OPINIONS Merkel's Cold War caution on the button


Merkel's Cold War caution on the button

China Daily

21:04, January 22, 2020

German Chancellor Angela Merkel gives a news conference at the EU-Western Balkans Summit in Sofia, Bulgaria, May 17, 2018. (Photo: Agencies)

German Chancellor Angela Merkel on Tuesday urged Western powers to treat China equally and to not try and freeze it out of the international system, which would risk creating another Cold War-style bipolar order.

Speaking after receiving a prize at the American Academy in Berlin, Merkel said: "I plead for us not to fall into a new bipolarity, but rather that we try, with the results and experiences we have, to include a country like China in multilateralism and treat it at least equally."

The remarks from such an experienced and influential Western leader certainly deserve to be heeded. As a far-sighted Western leader who has been through the Cold War era, Merkel clearly knows the world cannot afford to see that dark episode of history repeat itself.

But judging from the US' stubborn desire to contain China's development, especially the advancement of its science and technology sector, and the US administration's perception of Beijing as a rival and strategic competitor, there is no guarantee that a new bipolarity will not occur.

Fortunately, a growing number of people share Merkel's concerns and they are aware of the risks of US unilateralism and isolationism, which have fueled the current China-US tensions. These who have a more clear-sighted view of China are not willing to jump on the US bandwagon.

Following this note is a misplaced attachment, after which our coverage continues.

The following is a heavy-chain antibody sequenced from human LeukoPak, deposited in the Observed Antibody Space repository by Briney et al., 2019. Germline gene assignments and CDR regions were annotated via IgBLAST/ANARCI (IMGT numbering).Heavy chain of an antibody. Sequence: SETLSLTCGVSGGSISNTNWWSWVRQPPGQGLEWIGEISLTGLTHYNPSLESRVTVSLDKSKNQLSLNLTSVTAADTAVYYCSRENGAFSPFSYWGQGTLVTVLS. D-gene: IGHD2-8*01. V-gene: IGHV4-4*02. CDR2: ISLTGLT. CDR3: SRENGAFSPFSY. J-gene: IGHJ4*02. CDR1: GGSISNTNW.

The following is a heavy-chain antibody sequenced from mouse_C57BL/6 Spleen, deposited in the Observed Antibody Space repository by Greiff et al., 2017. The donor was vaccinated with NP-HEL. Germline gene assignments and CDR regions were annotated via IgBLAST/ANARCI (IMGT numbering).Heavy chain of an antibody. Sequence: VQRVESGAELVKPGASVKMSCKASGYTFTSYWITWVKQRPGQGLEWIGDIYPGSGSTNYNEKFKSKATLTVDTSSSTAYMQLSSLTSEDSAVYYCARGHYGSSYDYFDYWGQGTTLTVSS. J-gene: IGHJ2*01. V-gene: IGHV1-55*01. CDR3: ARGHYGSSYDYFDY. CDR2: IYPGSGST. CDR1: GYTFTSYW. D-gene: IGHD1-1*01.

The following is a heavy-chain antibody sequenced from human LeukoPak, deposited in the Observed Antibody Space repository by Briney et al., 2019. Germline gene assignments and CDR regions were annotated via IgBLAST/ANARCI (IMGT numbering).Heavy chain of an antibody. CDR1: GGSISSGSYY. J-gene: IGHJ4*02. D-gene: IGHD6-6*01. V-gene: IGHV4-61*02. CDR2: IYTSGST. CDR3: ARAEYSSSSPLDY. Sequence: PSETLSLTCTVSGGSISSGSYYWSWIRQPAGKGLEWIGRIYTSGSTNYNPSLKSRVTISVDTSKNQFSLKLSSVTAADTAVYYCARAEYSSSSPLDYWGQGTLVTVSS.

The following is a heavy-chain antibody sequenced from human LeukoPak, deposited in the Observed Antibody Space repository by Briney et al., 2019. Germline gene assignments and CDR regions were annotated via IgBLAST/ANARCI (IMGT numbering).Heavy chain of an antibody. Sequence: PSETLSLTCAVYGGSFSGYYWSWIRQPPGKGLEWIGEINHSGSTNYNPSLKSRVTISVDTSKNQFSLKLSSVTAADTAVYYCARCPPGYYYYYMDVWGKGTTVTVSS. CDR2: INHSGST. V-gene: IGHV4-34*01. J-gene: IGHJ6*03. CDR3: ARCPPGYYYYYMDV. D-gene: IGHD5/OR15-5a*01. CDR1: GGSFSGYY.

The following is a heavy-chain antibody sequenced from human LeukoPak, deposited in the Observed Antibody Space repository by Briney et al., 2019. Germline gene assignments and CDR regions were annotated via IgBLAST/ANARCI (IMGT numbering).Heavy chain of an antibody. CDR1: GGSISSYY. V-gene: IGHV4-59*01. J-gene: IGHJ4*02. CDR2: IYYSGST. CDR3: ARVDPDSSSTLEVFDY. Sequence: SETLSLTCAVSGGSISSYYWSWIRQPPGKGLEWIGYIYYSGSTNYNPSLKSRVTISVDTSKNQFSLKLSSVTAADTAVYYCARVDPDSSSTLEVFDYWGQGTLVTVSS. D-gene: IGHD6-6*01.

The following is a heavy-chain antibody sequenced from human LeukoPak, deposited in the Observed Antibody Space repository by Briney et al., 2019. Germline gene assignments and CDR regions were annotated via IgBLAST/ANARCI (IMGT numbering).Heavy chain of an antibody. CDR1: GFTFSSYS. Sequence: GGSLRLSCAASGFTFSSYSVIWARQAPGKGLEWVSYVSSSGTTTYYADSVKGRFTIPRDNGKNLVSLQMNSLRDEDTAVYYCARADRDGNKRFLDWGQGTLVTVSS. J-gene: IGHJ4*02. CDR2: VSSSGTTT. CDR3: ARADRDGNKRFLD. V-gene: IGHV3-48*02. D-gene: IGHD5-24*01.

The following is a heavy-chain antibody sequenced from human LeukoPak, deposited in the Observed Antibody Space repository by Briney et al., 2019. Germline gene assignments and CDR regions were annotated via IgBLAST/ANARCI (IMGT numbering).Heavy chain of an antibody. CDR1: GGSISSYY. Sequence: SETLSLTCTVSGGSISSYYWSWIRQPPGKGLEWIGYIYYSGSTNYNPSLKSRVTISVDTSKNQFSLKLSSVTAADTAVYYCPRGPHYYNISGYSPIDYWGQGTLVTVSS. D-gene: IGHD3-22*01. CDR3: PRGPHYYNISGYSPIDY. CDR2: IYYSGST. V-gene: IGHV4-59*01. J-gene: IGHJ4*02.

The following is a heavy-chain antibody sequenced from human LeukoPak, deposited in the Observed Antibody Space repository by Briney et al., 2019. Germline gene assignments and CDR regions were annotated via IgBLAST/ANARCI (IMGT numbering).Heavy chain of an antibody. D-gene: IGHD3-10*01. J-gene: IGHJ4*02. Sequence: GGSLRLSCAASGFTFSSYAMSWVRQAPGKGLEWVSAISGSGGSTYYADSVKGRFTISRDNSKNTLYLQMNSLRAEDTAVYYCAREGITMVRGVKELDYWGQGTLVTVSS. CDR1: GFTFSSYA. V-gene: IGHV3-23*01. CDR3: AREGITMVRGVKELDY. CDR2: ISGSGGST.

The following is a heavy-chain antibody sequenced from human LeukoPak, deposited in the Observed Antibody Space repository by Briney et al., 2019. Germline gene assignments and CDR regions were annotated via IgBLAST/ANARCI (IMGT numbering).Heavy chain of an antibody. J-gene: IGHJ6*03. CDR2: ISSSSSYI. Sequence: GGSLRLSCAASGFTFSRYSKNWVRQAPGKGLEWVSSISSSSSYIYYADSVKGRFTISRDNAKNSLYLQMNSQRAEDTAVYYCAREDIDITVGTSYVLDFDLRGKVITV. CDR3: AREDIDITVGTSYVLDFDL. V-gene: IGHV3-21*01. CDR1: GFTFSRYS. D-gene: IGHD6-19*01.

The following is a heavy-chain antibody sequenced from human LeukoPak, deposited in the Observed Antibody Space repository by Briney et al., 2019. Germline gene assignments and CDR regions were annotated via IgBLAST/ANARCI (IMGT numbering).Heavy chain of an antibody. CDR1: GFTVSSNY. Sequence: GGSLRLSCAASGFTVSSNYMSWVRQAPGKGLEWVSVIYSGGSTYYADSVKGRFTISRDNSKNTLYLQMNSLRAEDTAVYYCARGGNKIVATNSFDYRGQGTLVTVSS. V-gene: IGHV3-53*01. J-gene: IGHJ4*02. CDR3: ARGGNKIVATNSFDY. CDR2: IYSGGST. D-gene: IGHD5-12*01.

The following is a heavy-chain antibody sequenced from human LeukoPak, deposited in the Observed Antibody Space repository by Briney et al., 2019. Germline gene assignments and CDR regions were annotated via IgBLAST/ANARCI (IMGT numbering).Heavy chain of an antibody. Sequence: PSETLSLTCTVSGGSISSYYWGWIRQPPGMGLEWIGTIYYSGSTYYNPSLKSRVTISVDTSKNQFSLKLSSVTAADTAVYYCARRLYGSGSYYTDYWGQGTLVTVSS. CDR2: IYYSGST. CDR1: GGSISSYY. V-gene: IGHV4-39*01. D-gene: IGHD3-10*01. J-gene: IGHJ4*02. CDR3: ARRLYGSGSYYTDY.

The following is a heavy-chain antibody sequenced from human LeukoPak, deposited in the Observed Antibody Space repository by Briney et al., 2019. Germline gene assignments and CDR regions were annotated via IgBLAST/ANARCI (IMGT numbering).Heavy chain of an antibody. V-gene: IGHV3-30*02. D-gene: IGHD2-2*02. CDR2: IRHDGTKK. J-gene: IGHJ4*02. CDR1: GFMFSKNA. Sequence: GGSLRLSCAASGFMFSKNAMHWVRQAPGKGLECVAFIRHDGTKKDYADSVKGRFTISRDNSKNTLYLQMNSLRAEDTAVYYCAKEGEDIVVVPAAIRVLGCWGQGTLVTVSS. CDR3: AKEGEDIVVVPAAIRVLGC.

As an indispensable force for maintaining world peace and development, China is increasingly looked upon to rally international efforts to address global and regional challenges such as climate change, the Iranian nuclear crisis and the denuclearization of the Korean Peninsula.

China's long-standing insistence on upholding multilateralism to address these issues has won wide international recognition. Not to mention that China's peaceful development and huge market means opportunities, rather than threats, to countries around the world.

Merkel's latest remarks on China can also be well explained by the wide support among lawmakers in her conservative bloc for companies to be free of political influence when rolling out Germany's 5G network.

Against the backdrop of the continuous pressure imposed on its global allies by the US, which seeks to stop them from forging business deals with China's telecommunications giant Huawei, the fairness and justice embodied in Merkel's remarks will hopefully give pause to the vilification and victimization of the Chinese company.

With prominent figures in the international community such as Merkel willing to stand up to denounce the beggar-everyone-else approach of the US, the world will undoubtedly hear more voices of reason calling for fair and equal treatment of China.

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